Elerson v. State

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732 P.2d 192 (1987)

James C. ELERSON, Appellant, v. STATE of Alaska, Appellee.

No. A-1425.

Court of Appeals of Alaska.

February 6, 1987.

*193 Joseph A. Kalamarides, Kalamarides & MacMillan, Anchorage, for appellant.

James V. Gould, Asst. Atty. Gen., Office of Sp. Prosecutions and Appeals, Anchorage, and Harold M. Brown, Atty. Gen., Juneau, for appellee.



BRYNER, Chief Judge.

James C. Elerson was convicted of five counts of misconduct involving weapons in the first degree, AS 11.61.200(a)(1) (felon in possession of a concealable firearm), and five counts of theft in the second degree, AS 11.46.130(a)(1) and (2); AS 11.46.190. Superior Court Judge S.J. Buckalew, Jr., sentenced Elerson to concurrent presumptive terms of three years on each count. Elerson appeals, contending that there was insufficient probable cause to support the issuance of a warrant to search his home, that improper joinder of the felon in possession charges with the theft by receiving charges prejudiced his defense, and that he was entitled to a jury instruction on the requisite mental state for theft by receiving. We reverse in part and affirm in part.

The warrant to search Elerson's home was issued on the basis of information supplied to the police by an informant. Elerson contends that the credibility of the informant was not sufficiently established to support a finding of probable cause. Alaska uses the two-pronged Aguilar/Spinelli test to determine the validity of a search warrant issued on the basis of informant information. Aguilar v. Texas, 378 *194 U.S. 108, 84 S. Ct. 1509, 12 L. Ed. 2d 723 (1964); Spinelli v. United States, 393 U.S. 410, 89 S. Ct. 584, 21 L. Ed. 2d 637 (1969). The Aguilar/Spinelli test requires that the proponent of a search warrant establish that the information is based upon the informant's personal knowledge and that the informant is credible. State v. Jones, 706 P.2d 317, 321 (Alaska 1985). Great deference is given to a district court judge's determination of probable cause. The focus on appeal is whether information was presented to the district court judge from which the judge could make a detached and independent determination of probable cause. See State v. Jones, 706 P.2d at 326; Clark v. State, 704 P.2d 799, 805 (Alaska App. 1985).

The informant in this case confessed to committing ten burglaries. In addition, he identified seven locations in Anchorage where property stolen in the burglaries had been fenced. Elerson's home was one of the places identified. A statement against penal interest can, in certain circumstances, suffice to support a finding of probable cause. "What is needed is a showing that `the informant's statements against his own penal interest were closely related to the criminal activity' for which probable cause to arrest or search is being established... ." 1 W. LaFave, Search and Seizure § 3.3(c) at 531 (1978). Once the appropriate nexus has been established, the next "fundamental question is whether the informant would have perceived his remarks as highly incriminating." Id. There is clearly a sufficient nexus between the informant's statement and the charges filed against Elerson. Additionally, it is not disputed that the informant knew his remarks were incriminating. In fact, the informant in this case was arrested and charged with the offenses to which he had confessed. We find that the informant's statement is credible as a statement against penal interest.[1]

The credibility of an informant can also be established through "independent police corroboration of detailed facts in the informant's story." State v. Jones, 706 P.2d at 325 (citations omitted). Verification of incriminating facts is not required. Schmid v. State, 615 P.2d 565, 577 (Alaska 1980). "[T]he risk that the informant is lying need not be wholly eliminated. Rather, what is needed is that the `probability of a lying or inaccurate informer has been sufficiently reduced by corroborative facts and observations.'" 1 W. LaFave, supra § 3.3(f) 556-57 (1978).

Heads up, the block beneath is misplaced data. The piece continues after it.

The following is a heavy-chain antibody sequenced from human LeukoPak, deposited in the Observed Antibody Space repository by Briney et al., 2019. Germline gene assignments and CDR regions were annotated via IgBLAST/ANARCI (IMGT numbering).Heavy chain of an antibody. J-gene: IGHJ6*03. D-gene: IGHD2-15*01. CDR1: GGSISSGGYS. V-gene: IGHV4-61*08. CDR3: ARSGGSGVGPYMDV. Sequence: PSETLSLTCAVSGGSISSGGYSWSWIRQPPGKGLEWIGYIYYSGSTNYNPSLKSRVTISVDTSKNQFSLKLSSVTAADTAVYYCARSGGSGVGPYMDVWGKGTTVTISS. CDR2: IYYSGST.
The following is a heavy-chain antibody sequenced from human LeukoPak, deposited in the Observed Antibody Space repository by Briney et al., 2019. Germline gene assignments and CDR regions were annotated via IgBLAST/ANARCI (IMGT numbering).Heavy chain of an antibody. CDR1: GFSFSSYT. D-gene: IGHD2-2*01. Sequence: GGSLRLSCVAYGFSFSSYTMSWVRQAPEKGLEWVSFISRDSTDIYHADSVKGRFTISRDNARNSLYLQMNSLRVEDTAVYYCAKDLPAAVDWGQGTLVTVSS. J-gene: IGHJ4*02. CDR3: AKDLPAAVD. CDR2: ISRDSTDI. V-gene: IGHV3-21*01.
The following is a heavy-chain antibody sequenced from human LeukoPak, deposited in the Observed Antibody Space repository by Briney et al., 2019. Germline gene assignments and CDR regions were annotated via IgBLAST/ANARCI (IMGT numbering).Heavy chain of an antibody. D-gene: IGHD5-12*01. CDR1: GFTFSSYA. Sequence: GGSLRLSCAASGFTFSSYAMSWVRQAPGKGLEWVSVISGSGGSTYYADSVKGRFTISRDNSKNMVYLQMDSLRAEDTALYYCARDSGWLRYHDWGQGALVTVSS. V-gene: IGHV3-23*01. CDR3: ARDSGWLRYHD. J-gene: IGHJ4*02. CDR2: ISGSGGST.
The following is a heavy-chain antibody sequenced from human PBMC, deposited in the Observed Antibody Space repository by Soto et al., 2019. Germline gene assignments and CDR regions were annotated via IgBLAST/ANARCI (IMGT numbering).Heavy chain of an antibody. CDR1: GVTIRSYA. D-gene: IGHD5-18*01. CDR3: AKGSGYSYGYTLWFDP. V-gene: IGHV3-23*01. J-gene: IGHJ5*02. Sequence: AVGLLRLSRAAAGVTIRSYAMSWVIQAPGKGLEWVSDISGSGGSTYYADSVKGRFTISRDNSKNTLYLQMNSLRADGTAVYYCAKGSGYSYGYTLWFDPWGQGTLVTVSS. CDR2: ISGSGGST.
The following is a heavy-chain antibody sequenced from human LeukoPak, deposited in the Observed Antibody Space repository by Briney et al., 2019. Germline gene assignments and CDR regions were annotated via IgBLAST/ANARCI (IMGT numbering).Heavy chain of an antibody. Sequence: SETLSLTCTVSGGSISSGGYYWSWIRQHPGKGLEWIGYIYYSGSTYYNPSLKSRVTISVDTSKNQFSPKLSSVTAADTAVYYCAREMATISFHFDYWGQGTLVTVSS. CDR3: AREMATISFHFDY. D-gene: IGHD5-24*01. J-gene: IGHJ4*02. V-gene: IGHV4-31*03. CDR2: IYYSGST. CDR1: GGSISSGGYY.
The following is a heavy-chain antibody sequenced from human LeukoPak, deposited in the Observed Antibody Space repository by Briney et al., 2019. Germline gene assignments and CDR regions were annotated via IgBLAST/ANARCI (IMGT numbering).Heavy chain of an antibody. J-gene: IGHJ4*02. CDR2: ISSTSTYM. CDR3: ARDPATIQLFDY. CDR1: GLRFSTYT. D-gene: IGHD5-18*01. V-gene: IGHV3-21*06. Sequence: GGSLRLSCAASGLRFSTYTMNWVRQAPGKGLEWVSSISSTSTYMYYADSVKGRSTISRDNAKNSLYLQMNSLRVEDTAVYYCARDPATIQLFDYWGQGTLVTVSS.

In the present case, the details of the informant's confession were consistent with police reports regarding the burglaries. The items he confessed to stealing matched those reported stolen by the victims. The informant identified seven homes in the Anchorage area where, with the help of two individuals, he had either sold (for cash) or traded (for cocaine) the stolen property. He was able to tell the police the specific items that had been fenced at each location. In addition, he was able to identify specific apartments by their location in particular buildings, if not by their exact addresses.

The police, through investigative efforts, were able to corroborate the informant's statements with respect to two of the homes where property was fenced. Although *195 there was no specific corroboration with respect to Elerson's home, there was sufficient verification of the informant's statement as a whole to reduce the probability that he was lying. Since it is undisputed that the informant purported to supply the police with information based on his own personal knowledge, we conclude that both prongs of the Aguilar/Spinelli test have been met and that the search warrant was validly issued.

Elerson next contends that he was prejudiced by improper joinder of counts I-V (felon in possession) with counts VI-X (theft by receiving). Joinder of counts against a single defendant is proper if any one of the three tests set forth in Alaska Criminal Rule 8(a) is satisfied. Montes v. State, 669 P.2d 961, 964 (Alaska App. 1983). Rule 8(a) provides:

Joinder of Offenses. Two or more offenses may be charged in the same indictment or information in a separate count for each offense if the offenses charged, whether felonies, misdemeanors or both are of the same or similar character or are based on the same act or transaction or on two or more acts or transactions connected together or constituting parts of a common scheme or plan.